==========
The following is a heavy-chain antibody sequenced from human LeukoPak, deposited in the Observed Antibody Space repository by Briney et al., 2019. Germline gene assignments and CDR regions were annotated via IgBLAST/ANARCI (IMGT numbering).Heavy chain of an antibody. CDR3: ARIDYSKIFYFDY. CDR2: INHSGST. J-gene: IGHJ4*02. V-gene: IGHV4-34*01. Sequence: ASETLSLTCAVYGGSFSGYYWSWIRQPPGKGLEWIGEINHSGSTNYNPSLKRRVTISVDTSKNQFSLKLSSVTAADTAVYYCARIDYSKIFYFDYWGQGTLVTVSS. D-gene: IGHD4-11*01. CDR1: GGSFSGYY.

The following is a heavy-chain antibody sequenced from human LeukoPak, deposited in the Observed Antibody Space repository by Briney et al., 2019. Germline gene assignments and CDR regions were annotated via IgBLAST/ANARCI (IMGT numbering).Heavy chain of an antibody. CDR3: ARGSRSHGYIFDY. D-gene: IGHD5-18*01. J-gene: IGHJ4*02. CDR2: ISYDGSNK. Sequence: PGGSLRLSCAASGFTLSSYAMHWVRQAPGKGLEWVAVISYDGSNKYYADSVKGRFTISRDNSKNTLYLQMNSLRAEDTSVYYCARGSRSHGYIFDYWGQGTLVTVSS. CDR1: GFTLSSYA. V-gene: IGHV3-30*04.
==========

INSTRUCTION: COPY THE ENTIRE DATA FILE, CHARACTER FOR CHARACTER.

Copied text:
The following is a heavy-chain antibody sequenced from human LeukoPak, deposited in the Observed Antibody Space repository by Briney et al., 2019. Germline gene assignments and CDR regions were annotated via IgBLAST/ANARCI (IMGT numbering).Heavy chain of an antibody. CDR3: ARIDYSKIFYFDY. CDR2: INHSGST. J-gene: IGHJ4*02. V-gene: IGHV4-34*01. Sequence: ASETLSLTCAVYGGSFSGYYWSWIRQPPGKGLEWIGEINHSGSTNYNPSLKRRVTISVDTSKNQFSLKLSSVTAADTAVYYCARIDYSKIFYFDYWGQGTLVTVSS. D-gene: IGHD4-11*01. CDR1: GGSFSGYY.

The following is a heavy-chain antibody sequenced from human LeukoPak, deposited in the Observed Antibody Space repository by Briney et al., 2019. Germline gene assignments and CDR regions were annotated via IgBLAST/ANARCI (IMGT numbering).Heavy chain of an antibody. CDR3: ARGSRSHGYIFDY. D-gene: IGHD5-18*01. J-gene: IGHJ4*02. CDR2: ISYDGSNK. Sequence: PGGSLRLSCAASGFTLSSYAMHWVRQAPGKGLEWVAVISYDGSNKYYADSVKGRFTISRDNSKNTLYLQMNSLRAEDTSVYYCARGSRSHGYIFDYWGQGTLVTVSS. CDR1: GFTLSSYA. V-gene: IGHV3-30*04.